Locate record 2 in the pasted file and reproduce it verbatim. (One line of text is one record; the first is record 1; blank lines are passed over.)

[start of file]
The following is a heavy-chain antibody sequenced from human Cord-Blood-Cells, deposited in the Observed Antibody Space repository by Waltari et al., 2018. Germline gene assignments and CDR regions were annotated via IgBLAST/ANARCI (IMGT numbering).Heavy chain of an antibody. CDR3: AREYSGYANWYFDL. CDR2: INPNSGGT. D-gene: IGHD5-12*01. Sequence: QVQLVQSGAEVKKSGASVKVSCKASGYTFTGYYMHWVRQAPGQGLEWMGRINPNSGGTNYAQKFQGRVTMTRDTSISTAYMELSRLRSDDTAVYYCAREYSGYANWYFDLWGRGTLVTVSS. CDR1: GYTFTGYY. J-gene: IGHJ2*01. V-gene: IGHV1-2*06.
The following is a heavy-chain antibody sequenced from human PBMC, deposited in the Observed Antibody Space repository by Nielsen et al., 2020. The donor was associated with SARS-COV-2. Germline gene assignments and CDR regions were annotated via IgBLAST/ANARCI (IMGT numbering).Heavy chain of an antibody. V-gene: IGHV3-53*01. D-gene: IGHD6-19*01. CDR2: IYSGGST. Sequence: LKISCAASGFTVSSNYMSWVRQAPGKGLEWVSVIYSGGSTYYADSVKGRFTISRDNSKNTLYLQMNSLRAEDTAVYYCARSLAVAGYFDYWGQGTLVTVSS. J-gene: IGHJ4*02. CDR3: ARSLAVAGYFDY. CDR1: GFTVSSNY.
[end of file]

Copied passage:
The following is a heavy-chain antibody sequenced from human PBMC, deposited in the Observed Antibody Space repository by Nielsen et al., 2020. The donor was associated with SARS-COV-2. Germline gene assignments and CDR regions were annotated via IgBLAST/ANARCI (IMGT numbering).Heavy chain of an antibody. V-gene: IGHV3-53*01. D-gene: IGHD6-19*01. CDR2: IYSGGST. Sequence: LKISCAASGFTVSSNYMSWVRQAPGKGLEWVSVIYSGGSTYYADSVKGRFTISRDNSKNTLYLQMNSLRAEDTAVYYCARSLAVAGYFDYWGQGTLVTVSS. J-gene: IGHJ4*02. CDR3: ARSLAVAGYFDY. CDR1: GFTVSSNY.